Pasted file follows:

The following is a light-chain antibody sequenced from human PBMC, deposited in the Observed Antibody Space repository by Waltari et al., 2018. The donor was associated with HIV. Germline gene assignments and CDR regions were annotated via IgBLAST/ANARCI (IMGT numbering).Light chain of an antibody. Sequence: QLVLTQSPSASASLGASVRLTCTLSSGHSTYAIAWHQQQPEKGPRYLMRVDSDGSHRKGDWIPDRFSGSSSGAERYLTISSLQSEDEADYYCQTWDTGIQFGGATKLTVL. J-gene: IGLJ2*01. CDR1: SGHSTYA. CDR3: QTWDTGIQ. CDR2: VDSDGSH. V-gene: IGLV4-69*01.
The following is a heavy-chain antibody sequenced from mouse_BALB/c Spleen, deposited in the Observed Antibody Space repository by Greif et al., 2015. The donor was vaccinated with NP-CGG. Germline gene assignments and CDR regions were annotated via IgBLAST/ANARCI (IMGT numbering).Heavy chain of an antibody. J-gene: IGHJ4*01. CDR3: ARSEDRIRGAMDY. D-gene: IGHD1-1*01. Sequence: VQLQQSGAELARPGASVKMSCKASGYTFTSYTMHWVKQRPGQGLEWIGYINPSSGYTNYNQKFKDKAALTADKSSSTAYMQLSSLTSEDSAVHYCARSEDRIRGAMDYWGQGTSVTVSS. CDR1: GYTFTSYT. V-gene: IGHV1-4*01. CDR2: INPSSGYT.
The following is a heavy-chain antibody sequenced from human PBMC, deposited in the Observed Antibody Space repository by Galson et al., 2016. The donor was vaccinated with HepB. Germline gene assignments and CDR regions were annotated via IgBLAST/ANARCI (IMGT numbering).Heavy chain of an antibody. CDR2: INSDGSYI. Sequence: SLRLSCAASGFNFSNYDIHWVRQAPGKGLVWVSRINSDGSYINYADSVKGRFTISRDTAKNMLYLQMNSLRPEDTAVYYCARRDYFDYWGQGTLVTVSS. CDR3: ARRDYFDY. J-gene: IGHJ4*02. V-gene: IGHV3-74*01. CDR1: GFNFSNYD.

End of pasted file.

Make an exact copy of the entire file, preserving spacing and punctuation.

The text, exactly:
The following is a light-chain antibody sequenced from human PBMC, deposited in the Observed Antibody Space repository by Waltari et al., 2018. The donor was associated with HIV. Germline gene assignments and CDR regions were annotated via IgBLAST/ANARCI (IMGT numbering).Light chain of an antibody. Sequence: QLVLTQSPSASASLGASVRLTCTLSSGHSTYAIAWHQQQPEKGPRYLMRVDSDGSHRKGDWIPDRFSGSSSGAERYLTISSLQSEDEADYYCQTWDTGIQFGGATKLTVL. J-gene: IGLJ2*01. CDR1: SGHSTYA. CDR3: QTWDTGIQ. CDR2: VDSDGSH. V-gene: IGLV4-69*01.
The following is a heavy-chain antibody sequenced from mouse_BALB/c Spleen, deposited in the Observed Antibody Space repository by Greif et al., 2015. The donor was vaccinated with NP-CGG. Germline gene assignments and CDR regions were annotated via IgBLAST/ANARCI (IMGT numbering).Heavy chain of an antibody. J-gene: IGHJ4*01. CDR3: ARSEDRIRGAMDY. D-gene: IGHD1-1*01. Sequence: VQLQQSGAELARPGASVKMSCKASGYTFTSYTMHWVKQRPGQGLEWIGYINPSSGYTNYNQKFKDKAALTADKSSSTAYMQLSSLTSEDSAVHYCARSEDRIRGAMDYWGQGTSVTVSS. CDR1: GYTFTSYT. V-gene: IGHV1-4*01. CDR2: INPSSGYT.
The following is a heavy-chain antibody sequenced from human PBMC, deposited in the Observed Antibody Space repository by Galson et al., 2016. The donor was vaccinated with HepB. Germline gene assignments and CDR regions were annotated via IgBLAST/ANARCI (IMGT numbering).Heavy chain of an antibody. CDR2: INSDGSYI. Sequence: SLRLSCAASGFNFSNYDIHWVRQAPGKGLVWVSRINSDGSYINYADSVKGRFTISRDTAKNMLYLQMNSLRPEDTAVYYCARRDYFDYWGQGTLVTVSS. CDR3: ARRDYFDY. J-gene: IGHJ4*02. V-gene: IGHV3-74*01. CDR1: GFNFSNYD.